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The Scientific World Journal
Volume 2012, Article ID 565047, 9 pages
Research Article

Distinct Mechanisms Regulating Gene Expression Coexist within the Fermentative Pathways in Chlamydomonas reinhardtii

1Department of Crop Plant Biology, University of Pisa, Via Mariscoglio 34, 56124 Pisa, Italy
2PlantLab, Institute of Life Sciences, Scuola Superiore Sant’Anna, Via Mariscoglio 34, 56124 Pisa, Italy
3Institute of Agricultural Biology and Biotechnology, National Research Council, Via Moruzzi 1, 56100 Pisa, Italy

Received 17 February 2012; Accepted 21 March 2012

Academic Editors: H. Acker and E. Tyystjarvi

Copyright © 2012 Larisa Angela Swirsky Whitney et al. This is an open access article distributed under the Creative Commons Attribution License, which permits unrestricted use, distribution, and reproduction in any medium, provided the original work is properly cited.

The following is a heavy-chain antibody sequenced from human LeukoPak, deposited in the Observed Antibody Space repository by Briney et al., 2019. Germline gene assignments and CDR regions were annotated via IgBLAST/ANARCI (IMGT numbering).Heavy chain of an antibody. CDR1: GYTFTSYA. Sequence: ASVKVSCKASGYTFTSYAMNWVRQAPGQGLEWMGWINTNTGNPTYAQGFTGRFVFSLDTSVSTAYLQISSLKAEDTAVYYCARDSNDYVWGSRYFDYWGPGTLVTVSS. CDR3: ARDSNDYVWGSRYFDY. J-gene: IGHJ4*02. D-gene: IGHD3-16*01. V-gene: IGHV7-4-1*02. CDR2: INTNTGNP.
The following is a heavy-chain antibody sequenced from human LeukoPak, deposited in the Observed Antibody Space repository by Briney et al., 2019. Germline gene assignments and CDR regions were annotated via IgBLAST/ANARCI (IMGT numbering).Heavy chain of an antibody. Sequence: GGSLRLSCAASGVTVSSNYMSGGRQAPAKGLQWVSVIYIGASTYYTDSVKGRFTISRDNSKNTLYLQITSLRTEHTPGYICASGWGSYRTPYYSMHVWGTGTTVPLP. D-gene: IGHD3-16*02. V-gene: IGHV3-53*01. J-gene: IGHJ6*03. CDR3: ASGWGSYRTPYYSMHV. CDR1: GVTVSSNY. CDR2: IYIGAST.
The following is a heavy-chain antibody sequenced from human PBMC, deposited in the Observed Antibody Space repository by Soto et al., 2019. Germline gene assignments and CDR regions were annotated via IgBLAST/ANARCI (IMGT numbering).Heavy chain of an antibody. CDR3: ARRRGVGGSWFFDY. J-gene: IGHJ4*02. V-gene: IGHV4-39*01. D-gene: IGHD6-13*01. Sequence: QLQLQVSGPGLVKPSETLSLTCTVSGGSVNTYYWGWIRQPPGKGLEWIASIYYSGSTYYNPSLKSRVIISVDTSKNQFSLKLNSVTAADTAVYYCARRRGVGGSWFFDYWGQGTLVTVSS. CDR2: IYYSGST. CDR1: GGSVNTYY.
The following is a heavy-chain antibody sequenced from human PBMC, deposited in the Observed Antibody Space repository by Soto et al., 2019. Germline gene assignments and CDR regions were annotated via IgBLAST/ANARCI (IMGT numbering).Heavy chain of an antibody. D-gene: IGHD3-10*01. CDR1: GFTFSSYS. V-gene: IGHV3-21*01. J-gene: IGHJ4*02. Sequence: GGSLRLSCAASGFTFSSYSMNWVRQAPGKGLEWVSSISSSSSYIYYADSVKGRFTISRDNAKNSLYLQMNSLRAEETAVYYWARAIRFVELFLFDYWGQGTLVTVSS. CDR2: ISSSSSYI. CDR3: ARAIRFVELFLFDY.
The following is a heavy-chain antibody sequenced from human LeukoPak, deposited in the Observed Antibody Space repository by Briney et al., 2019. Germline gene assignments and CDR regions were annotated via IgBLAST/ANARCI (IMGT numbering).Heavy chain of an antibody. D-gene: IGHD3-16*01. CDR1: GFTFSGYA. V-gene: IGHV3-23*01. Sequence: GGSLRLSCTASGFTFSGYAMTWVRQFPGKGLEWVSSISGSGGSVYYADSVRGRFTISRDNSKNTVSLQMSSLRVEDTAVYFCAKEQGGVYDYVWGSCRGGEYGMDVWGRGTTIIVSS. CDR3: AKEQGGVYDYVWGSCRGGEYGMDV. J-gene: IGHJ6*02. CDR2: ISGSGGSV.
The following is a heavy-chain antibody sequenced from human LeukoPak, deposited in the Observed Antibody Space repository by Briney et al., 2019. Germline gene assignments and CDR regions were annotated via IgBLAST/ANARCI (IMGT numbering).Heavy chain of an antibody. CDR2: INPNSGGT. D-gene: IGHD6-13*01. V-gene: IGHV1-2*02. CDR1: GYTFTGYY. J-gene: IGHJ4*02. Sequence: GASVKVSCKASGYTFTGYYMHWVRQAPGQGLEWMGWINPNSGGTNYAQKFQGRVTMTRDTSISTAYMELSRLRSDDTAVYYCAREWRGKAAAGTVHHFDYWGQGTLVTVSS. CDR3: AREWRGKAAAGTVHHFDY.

Under dark anoxia, the unicellular green algae Chlamydomonas reinhardtii may produce hydrogen by means of its hydrogenase enzymes, in particular HYD1, using reductants derived from the degradation of intercellular carbon stores. Other enzymes belonging to the fermentative pathways compete for the same reductants. A complete understanding of the mechanisms determining the activation of one pathway rather than another will help us engineer Chlamydomonas for fermentative metabolite production, including hydrogen. We examined the expression pattern of the fermentative genes PDC3, LDH1, ADH2, PFL1, and PFR1 in response to day-night cycles, continuous light, continuous darkness, and low or high oxygen availability, which are all conditions that vary on a regular basis in Chlamydomonas' natural environment. We found that all genes except PFL1 show daily fluctuations in expression, and that PFR1 differentiated itself from the others in that it is clearly responsive to low oxygen, where as PDC3, LDH1, and ADH2 are primarily under diurnal regulation. Our results provide evidence that there exist at least three different regulatory mechanisms within the fermentative pathways and suggest that the fermentative pathways are not redundant but rather that availability of a variety of pathways allows for a differential metabolic response to different environmental conditions.